More states are increasing their minimum wage to help low-income workers. But the outdated federal social benefits system is pushing many off public assistance—and deeper into poverty.
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Every summer, Shonique Hill, 32, would look forward to working her second job as a field supervisor for New York City’s Summer Youth program. She enjoyed working with young people, and appreciated the extra income it provided for her and her 6-year-old son. But, living as a single mother on a limited income wasn’t easy. To survive in one of the most expensive cities in the world, Hill still depended on SNAP and Medicaid. Yet, when it came to recertify for her Medicaid, she found that her monthly payments jumped from $20 a month to more than $200. The income for her second job caused her premiums to skyrocket and was way more than she could afford. Worse yet, Hill found herself out of work and put through a bureaucratic ordeal. “Literally two weeks or so after that, I didn’t get accepted for the summer program,” she says. “So I had to contact New York State Health and was instructed that once I received unemployment benefits that they would change my monthly fee based on what I was receiving from unemployment.”
For many working-class New Yorkers, the new year brought with it a much-needed pay raise. Since 2016, New York—as with other states thanks to the $15 Now movement—has been gradually increasing its minimum wage. By the end of the year, wages will be raised to $15 an hour. But the increase in wages comes with a conundrum for many, especially single working mothers of color, who will find themselves forced to choose between vital public benefits and a living wage. Known as the “benefits cliff,” the little-discussed phenomenon occurs when a family’s income increases to the point where they no longer qualify for public benefits. Many states, such as Alabama enforce strict income requirements and limits that force families to choose between the needs of their children and an increased income. Critical social services such as Supplemental Nutrition Assistance Program (SNAP), Temporary Assistance for Needy Families (TANF), child-care assistance, health-care coverage, subsidized housing, and the Earned Income Tax Credit, can vanish because of earnings of as little as a few hundred dollars over the qualifying threshold.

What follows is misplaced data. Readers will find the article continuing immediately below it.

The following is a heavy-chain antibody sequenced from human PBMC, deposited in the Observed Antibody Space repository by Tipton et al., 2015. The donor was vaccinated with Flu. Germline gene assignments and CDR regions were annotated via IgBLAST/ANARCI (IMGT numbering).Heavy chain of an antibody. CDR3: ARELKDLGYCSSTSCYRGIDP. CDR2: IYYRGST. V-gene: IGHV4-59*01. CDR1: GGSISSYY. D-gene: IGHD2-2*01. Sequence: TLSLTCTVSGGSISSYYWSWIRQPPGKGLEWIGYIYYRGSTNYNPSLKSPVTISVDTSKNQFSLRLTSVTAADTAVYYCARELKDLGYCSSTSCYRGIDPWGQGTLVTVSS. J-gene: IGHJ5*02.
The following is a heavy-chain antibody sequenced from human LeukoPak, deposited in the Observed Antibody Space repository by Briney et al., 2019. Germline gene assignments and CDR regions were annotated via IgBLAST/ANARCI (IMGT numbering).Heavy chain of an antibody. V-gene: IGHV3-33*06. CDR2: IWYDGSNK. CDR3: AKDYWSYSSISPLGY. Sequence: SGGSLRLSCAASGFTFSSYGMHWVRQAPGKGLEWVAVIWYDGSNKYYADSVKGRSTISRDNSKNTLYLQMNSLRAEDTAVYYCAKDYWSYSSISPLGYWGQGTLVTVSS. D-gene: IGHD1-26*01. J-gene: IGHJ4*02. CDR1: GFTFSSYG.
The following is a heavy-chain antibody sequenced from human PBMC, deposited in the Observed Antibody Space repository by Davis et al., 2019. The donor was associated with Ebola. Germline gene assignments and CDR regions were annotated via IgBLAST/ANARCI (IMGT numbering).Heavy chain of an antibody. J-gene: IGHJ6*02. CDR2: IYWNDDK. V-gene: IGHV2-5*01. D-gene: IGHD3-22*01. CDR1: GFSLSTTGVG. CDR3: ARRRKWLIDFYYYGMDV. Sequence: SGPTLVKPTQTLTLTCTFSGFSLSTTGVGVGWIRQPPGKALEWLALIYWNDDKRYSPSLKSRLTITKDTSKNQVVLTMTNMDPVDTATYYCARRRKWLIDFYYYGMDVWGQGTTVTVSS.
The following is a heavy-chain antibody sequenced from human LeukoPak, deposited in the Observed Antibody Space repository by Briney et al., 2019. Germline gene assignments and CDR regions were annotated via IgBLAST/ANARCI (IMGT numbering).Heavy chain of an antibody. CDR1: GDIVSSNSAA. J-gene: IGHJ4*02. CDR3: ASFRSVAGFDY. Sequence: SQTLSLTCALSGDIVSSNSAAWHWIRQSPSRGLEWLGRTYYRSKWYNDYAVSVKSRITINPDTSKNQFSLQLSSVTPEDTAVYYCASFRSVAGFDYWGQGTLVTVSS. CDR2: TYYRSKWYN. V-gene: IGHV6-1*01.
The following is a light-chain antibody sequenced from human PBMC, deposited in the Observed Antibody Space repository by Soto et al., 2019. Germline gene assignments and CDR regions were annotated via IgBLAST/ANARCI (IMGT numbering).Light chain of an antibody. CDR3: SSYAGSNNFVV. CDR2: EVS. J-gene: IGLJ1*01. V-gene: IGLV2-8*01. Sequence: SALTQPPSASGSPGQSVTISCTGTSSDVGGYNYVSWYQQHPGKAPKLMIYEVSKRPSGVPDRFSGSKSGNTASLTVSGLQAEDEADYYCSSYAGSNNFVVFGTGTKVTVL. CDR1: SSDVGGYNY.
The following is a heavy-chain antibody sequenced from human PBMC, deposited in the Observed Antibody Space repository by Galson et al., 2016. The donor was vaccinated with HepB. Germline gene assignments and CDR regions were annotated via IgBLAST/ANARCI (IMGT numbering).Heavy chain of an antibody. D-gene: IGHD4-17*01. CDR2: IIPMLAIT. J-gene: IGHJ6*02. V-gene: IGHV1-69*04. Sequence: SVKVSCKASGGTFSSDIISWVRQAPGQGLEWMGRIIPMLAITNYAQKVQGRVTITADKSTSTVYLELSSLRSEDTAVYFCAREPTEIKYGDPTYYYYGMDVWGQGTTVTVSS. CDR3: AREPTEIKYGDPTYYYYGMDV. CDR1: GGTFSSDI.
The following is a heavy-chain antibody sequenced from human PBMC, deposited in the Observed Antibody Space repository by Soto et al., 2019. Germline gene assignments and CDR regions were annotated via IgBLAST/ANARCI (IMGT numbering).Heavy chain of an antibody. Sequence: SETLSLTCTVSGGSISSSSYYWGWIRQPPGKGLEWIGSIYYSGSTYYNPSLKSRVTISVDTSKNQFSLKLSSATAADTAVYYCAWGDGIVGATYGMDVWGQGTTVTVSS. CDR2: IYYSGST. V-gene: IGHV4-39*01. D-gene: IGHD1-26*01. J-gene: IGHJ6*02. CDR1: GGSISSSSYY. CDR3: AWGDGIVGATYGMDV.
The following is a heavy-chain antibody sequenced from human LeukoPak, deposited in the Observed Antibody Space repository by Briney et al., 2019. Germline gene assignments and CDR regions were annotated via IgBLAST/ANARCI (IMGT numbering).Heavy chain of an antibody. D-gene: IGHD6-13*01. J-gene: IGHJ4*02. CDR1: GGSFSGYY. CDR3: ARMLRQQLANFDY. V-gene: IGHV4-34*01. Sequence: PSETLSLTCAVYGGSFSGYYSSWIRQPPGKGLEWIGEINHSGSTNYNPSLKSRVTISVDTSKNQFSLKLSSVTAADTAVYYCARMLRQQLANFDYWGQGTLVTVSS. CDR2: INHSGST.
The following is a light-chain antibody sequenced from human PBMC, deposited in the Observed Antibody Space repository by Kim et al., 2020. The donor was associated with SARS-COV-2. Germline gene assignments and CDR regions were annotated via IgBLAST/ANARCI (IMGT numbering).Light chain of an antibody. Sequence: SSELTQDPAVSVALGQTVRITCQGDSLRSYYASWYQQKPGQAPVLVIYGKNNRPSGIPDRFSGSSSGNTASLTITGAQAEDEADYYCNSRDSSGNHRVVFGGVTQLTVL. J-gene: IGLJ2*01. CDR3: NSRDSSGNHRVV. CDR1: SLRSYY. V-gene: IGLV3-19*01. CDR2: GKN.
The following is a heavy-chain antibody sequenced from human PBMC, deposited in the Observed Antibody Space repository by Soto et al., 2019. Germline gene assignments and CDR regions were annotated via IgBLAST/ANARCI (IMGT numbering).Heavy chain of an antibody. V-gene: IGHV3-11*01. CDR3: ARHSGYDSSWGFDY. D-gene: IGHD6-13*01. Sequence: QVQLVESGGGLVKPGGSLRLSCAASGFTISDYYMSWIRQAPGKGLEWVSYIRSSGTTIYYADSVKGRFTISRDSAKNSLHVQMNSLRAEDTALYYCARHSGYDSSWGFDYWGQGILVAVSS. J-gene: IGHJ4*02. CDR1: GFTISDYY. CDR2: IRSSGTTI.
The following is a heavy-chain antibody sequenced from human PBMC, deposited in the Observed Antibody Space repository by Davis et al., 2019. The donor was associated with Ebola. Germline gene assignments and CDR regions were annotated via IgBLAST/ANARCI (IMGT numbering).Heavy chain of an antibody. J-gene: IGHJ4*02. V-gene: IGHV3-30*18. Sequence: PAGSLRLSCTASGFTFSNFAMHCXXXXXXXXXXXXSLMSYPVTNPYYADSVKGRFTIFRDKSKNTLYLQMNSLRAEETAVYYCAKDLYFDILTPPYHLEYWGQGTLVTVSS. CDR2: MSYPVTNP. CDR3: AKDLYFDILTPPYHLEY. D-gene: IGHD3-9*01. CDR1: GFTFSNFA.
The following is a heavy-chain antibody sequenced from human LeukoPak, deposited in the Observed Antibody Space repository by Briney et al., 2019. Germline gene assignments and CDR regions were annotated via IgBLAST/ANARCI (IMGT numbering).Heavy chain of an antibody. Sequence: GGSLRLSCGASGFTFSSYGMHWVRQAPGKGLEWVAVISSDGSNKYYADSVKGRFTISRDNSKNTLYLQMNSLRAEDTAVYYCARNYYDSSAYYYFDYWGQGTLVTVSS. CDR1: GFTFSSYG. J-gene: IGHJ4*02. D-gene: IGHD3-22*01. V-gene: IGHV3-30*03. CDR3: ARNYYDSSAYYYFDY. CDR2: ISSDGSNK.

Of all workers, single mothers are disproportionately being pushed off the benefits cliff. A 2016 study conducted by Rutgers University about the impact of the benefits cliff in New Jersey found that for a low-income single mother of two, there was a sudden drop off in benefits as their hourly income reached $22.11 an hour. According to data by the Women’s Center for Education and Career Advancement, a single mother of two children in Brooklyn would have to earn more than $60,000 annually to be considered self-sufficient. Yet, for a family of three in New York to qualify for SNAP, she would have to earn $27,732 a year.
“We do not want to increase wages while simultaneously devastating other benefits—this is counterproductive,” said New York State Assemblymember (D-North Brooklyn) Joseph R. Lentol. “What we should be doing is helping individuals and families stabilize themselves so they can provide for themselves comfortably and securely. Although we do not have a study that working and single moms are most affected, the stories indicate that this is highly likely.”